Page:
Now, that's not to say that, y’know, the public isn’t an, an important part of making these decisions, but that's exactly the point, right? We have to have really deliberative conversations with people from all walks of society. If you think it's going to disrupt a certain industry, we should be talking to those industries to figure out how to incorporate these technologies.
I mean, you and I were at Uber, that was incredibly disruptive and y’know, I wonder if looking back, there would be another way to manage those conversations that were much more partnered with the transportation sector.
Niki: Instead of just throwing cease and desist letters in the trash? [Dorothy: Exactly]
Dorothy: Well, here's the thing with tech, like, we don't think, for whatever reason, and we, I'm using as a general sense, but technology historically has not looked at government as something that's important when actually these people are democratically elected. That is literally your biggest user signal.
The role of the government is to define the public interest in line with what people want. And s,o you have to play that game. You have to be involved cuz you have to listen to what the people want.
Niki: This is a really interesting, it's sort of, I'm an institutionalist, which is not popular at the moment, but I do think [Dorothy: laughs] it's actually highly unpopular.
But having worked at Google for as long as we did, [Dorothy: yeah] I was there for eight years, you were there maybe even longer than that,
So you and I, having been inside of Google, I know that that is a company that [Dorothy: mm-hmm] tries really hard to do the right thing. [Dorothy: yes, absolutely!] Now, it has really some unfortunate headlines at the moment, and I, I don't know about necessarily management decisions. I'm not on the inside anymore. [Dorothy: mm-hmm] But from a pure trying to do the right thing with tech, I always saw real care taken.
And yet, there's such a backlash against big tech. [Dorothy: mm-hmm] So, that's one problem with an institution. So, maybe some people think like, well, why should you have proprietary information that we can't try out? [Dorothy: mm-hmm] And then, on the other hand, government, you're exactly right, it is their job to protect the public, [Dorothy: yes!] but the distrust of government is off the chart.
So, you're sort of these two groups, which I think are actually intended to work together to come up with a good outcome for this revolutionary technology. The public, in general, doesn't really trust them. I think.
Dorothy: Well, I think policy and public affairs on a really good day, what you're doing is basically translating the public interest to the company and then also working with policymakers to- and, and the public- to better understand, like, “How can you make this technology work for you in a way that earns and retains people's trust?”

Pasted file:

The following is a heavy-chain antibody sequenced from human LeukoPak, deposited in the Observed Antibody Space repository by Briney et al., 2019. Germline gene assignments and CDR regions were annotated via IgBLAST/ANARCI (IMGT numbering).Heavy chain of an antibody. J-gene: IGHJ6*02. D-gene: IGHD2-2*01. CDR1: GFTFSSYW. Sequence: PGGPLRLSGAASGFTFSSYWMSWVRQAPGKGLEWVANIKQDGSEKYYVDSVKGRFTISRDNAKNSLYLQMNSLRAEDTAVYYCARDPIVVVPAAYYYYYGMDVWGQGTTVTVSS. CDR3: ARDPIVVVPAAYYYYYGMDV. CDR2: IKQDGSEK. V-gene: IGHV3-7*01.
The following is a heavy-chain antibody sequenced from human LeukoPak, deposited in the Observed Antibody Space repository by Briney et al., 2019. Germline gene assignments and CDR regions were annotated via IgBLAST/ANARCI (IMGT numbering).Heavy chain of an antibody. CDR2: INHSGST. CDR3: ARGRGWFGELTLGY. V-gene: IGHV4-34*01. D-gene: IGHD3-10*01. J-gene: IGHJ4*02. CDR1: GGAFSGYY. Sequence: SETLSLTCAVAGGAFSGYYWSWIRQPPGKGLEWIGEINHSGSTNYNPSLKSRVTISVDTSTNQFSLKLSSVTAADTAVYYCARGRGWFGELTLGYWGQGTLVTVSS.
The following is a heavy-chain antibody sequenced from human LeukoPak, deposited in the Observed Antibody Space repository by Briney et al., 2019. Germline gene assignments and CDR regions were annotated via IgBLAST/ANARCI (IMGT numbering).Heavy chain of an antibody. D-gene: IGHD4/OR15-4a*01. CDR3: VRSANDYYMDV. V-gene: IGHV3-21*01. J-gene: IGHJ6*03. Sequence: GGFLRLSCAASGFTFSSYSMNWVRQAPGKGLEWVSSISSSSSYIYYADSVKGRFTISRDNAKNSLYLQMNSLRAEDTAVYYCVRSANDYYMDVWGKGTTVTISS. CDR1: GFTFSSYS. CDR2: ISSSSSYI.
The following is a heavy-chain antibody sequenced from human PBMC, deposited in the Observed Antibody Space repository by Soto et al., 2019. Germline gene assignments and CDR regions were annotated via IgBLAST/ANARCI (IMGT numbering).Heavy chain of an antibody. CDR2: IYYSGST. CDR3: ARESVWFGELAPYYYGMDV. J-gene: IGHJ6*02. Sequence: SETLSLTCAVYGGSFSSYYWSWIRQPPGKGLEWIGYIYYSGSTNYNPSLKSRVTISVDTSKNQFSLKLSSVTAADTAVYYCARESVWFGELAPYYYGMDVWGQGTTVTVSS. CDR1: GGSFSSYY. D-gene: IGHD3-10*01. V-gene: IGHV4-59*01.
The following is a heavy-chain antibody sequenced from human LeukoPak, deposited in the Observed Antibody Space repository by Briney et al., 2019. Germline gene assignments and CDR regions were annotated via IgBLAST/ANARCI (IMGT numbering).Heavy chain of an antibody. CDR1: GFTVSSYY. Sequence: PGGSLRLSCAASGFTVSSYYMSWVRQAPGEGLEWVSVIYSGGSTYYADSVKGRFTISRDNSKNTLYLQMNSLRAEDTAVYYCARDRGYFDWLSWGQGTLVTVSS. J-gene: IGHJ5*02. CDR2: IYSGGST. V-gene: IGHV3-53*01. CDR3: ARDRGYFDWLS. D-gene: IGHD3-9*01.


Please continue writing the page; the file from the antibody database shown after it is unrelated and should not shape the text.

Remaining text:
It's like a two-way street. So, it's a really translational and relational job. Sometimes I think companies are a bit too slow to the punch to care about these things, and there are a lot of big lessons to be learned, but overall, I think it's an amazing role, and it's something that I'm super passionate about and think more people need to be getting into.
Niki: Yeah, I agree! And I, and I also think we're sort of predisposed to be, [Dorothy: of course] maybe a little-
Dorothy: We're a little biased!
Niki: We're a little biased! And yet, because we both come from a kind of public affairs background, I do remember this one moment at Google [Dorothy: Mm-hmm] where we had just bought Boston Dynamics and I turned on the Today Show first thing in the morning, and I see one of our engineers kicking one of the robot dogs.
Dorothy: Oh, no!
Niki: I know! Exactly what you just said. [Dorothy: Oh my gosh] So, I called the engineering team and they said, “No, it's amazing! It can restabilize!”
Dorothy: Oh, lord. Uh-uh.
Niki: I said, “You guys, not the point, people. It's not nice. It doesn't look nice. Nobody wants that.” [Dorothy: no!] Nobody wants you kicking a dog. He's like, [in bro's voice] “It has a metal exoskeleton. You know, it's not a, it doesn't have feelings, Niki!” [Dorothy: chuckles] I'm like, “No, I know!!” [Dorothy: Oh my gosh]
And I think there's a little bit of that with this too. Like people are just using it, trying to break it, right pushing it to the edges [Dorothy: Yeah] with ChatGPT and then going down rabbit holes of, “Kids are gonna cheat. No one's gonna know how to write. Lawyers will be lawyered out of existence.”
So, let's talk because we don't want that to be the narrative.
Dorothy: I mean, to go back to your point about institutions, is, I think is more important than ever that we figure out what the new institutions need to be to talk about how we integrate this technology into society.
Like, I know you're not on this side, but y’know, the decline of unions is a big deal.